Ricardo even took a step further when he claimed that the growth of wealth automatically leads to a decreasing rate of profits. This is clear if we understand that production depends on three production factors: land, capital and work. Land is a fixed production factor and the law of diminishing returns says that every additional quantity of capital and work on the same land brings less output growth. Because of this the new quantities of capital and work move on the less fertile land, which again increases costs and decreases profit everywhere (because of the increases in rent). Growth of nominal prices would be the sign of prosperity and not the cause of it. In letters he wrote that prices of corn will not be followed by the growth of corn products, but by the lowering profit rate. In the letters is clearly shown that Ricardo and Malthus did not estimate the power of technological growth, which is normal if we understand that fast technological progress only appeared after Ricardo’s time. As the economist Robert J. Gordon wrote, the fast productivity growth started just before the end of 19th century (Gordon, 2016).
Interesting are also Malthus’ and Ricardo’s views on the aggregate demand displayed in the 73rd and 74th letters: »I quite agree with you in thinking that Say's letters to you are not very well done. He does not even defend his own doctrine with peculiar ability, and on some other of the intricate questions, on which he touches, he appears to me to be very unsatisfactory.« Despite Ricardo's critic, he comes from Say’s law which says that each offer generates its own demand. On the other hand, Malthus was the first economist who started to develop the so-called theoretical problem of effective demand. His arguments were early and got validated only in the first half of 20th century with John Maynard Keynes. Malthus position was that a potential aggregate demand and an effective aggregate demand exists. He agreed that Say’s law applies for workers whose income is so small that everything they earn is being used for survival, but there is a different story with capitalists who have a bigger income.
Malthus believed that capitalists sometimes delay consumption because of the general conditions in the economy, profits rate expectations, the degree of uncertainty etc. He went against a thesis, still dominant today, which states that savings are always equal to investments. He called the situation in which saving is bigger than productive consumption the crisis of realization. Malthus even took a step further because he believed that a higher rate of capital accumulation will automatically increase the problem of insufficient consumption. That’s the main reason for the profits rate falling and the solution for this situation are so-called unproductive consumers (those who don’t participate in the production process). We cannot ignore that he defended high rents, because the rent is intended fully and entirely for the consumption. Through Malthus’s views, high rents help remedy imbalances between demand and supply, but to high capital accumulation deepens imbalances. This view goes absolutely against Ricardo’s view on rent, because he claimed rent can never help in the creation of wealth, what does apply for profit. This thinking was very important, because more than a hundred years latter John Maynard Keynes developed the exact theories about aggregate demand.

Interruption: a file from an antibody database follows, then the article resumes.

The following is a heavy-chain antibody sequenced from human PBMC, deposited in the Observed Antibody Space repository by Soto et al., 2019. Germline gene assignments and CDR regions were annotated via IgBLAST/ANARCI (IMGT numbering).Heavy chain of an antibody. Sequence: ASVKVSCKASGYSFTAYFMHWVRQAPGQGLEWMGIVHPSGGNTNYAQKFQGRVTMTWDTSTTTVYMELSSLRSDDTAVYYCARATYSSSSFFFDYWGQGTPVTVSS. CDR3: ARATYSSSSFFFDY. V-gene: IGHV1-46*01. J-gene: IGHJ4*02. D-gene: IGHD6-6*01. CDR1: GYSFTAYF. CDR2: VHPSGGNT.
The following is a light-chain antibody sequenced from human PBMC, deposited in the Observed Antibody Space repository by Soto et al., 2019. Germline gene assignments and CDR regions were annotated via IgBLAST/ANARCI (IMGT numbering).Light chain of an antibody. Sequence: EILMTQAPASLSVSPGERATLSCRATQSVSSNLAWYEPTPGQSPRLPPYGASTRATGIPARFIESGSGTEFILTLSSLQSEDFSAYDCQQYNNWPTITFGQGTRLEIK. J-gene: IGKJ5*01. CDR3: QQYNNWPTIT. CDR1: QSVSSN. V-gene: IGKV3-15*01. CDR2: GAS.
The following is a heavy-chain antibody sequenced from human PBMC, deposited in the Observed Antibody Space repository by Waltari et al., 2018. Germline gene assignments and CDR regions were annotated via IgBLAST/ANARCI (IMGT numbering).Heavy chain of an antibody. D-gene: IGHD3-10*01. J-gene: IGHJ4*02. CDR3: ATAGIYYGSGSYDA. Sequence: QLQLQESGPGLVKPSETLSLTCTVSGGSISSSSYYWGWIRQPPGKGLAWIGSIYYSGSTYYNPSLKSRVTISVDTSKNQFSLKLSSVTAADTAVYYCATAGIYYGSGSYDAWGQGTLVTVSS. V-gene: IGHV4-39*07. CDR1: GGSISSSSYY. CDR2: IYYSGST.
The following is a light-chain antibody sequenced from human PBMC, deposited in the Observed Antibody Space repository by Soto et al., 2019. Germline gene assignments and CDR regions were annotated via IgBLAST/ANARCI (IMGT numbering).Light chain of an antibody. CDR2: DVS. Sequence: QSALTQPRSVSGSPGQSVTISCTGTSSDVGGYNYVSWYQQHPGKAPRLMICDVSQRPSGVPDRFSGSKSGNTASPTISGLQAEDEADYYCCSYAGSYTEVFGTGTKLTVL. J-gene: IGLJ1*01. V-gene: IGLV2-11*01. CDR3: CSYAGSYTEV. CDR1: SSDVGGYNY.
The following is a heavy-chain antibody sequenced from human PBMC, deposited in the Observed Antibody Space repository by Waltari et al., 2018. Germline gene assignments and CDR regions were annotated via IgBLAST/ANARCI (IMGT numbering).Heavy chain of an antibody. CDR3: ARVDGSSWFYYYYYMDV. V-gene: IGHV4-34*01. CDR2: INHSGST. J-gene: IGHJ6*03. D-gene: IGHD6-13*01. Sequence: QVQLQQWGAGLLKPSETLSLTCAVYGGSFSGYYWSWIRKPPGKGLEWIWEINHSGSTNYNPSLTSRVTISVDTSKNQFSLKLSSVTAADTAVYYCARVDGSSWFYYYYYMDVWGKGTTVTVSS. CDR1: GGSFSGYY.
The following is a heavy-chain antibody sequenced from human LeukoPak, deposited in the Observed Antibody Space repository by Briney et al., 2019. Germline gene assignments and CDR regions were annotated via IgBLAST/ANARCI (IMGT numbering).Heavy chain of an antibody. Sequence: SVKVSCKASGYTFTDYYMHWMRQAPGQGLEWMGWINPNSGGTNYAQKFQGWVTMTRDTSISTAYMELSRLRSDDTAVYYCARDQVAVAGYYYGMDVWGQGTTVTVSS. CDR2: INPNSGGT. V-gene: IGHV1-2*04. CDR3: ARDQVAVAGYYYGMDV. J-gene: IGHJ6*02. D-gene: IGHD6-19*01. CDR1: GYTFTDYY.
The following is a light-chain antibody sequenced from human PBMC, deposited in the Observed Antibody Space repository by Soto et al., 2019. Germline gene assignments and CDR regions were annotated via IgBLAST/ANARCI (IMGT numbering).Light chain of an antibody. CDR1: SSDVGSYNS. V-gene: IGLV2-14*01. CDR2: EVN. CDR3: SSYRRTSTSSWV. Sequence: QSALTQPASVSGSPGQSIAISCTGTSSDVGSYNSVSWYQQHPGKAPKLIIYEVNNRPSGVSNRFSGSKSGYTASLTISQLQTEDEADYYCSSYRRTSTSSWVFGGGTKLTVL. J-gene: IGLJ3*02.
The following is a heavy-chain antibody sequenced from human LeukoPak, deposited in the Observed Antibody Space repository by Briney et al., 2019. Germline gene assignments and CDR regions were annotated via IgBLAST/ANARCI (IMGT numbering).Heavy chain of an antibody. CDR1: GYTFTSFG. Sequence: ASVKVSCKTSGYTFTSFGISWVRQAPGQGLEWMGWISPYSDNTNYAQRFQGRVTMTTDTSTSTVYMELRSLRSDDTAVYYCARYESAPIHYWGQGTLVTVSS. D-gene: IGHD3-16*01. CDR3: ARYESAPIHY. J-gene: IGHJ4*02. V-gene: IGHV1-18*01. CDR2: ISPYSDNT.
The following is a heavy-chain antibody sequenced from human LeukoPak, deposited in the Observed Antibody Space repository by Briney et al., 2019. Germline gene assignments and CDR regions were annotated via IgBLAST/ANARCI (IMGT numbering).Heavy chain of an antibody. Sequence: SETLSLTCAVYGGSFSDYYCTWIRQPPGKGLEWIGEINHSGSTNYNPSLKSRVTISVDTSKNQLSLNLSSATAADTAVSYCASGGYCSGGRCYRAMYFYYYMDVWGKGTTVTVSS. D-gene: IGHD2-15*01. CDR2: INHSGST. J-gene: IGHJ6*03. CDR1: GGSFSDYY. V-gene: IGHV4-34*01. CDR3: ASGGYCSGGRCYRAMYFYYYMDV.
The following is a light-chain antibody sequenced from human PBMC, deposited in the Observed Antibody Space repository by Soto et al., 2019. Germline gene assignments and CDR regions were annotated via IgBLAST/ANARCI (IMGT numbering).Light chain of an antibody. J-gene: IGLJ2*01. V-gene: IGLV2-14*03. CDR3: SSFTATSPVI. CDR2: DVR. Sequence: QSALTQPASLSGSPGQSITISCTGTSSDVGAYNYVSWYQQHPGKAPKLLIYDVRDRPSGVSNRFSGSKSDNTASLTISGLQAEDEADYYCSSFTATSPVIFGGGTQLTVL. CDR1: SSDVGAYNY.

When we take hands on some of the work from 200 years ago, it is important to understand social circumstances of that time. Only then we can truly comprehend Ricardo’s writings. We need to understand that they did not have an enormous amount of statistical data which is nowadays used by economists. Their views were based on probably statistically unrepresentative observations. Malthus got his pessimistic views from the writings of the agronomist Arthur Young, where he recognized a threat for England. Some people saw the fear of revolution in Malthus’s work which took place in France before the essay was published. Ricardo had the same fears; his biggest fear was relative rarity in which the land would because of growth of the other goods become relatively rare. He predicted enormous growth of rent and he saw a solution in international market and rent taxes. Even today some of Ricardo’s views are an important part of the classical economy. Rule of the decreasing returns and margin rates play a crucial part in today’s economy, although practices showed that his theories were based too much on farming economy. Rents did stay up for some time, but progress did push agriculture on the side and eventually the rent prices went down. The principle of relative rarity is still important nowadays especially on the land with the richest areas (Silicon Valley).
Technical progress which took place after Ricardo’s death was not expected nor from Ricardo nor from Malthus. These readings reveal the evolution of our economy. They also reveal the way economists were thinking about a capitalistic economy when there was no statistical data on which they could rely on. It is left to the reader alone to figure out which theses are correct and where the mistakes were made. If reader will read the letters which Ricardo wrote until his death, he or she will find out that their relationship was respectful, which we cannot be said for today’s economists with opposing views.
The writings ended in 1823 with David Ricardo’s death. Malthus did attend the funeral and said: "I never loved anybody out of my own family so much. Our interchange of opinions was so unreserved, and the object after which we were both enquiring was so entirely the truth and nothing else, that I cannot but think we sooner or later must have agreed."
And with that came the end of an intellectual correspondence between two friends. Today, 200 years later, the letters help us understand the very first insights of the political economy.
Dorfman R. (1989). Thomas Robert Malthus and David Ricardo. https://www.aeaweb.org/articles?id=10.1257/jep.3.3.153
Gordon J. R. (2016). The Rise and Fall of American Growth
Piketty T. (2014). Capital in the Twenty-First Century (5-7).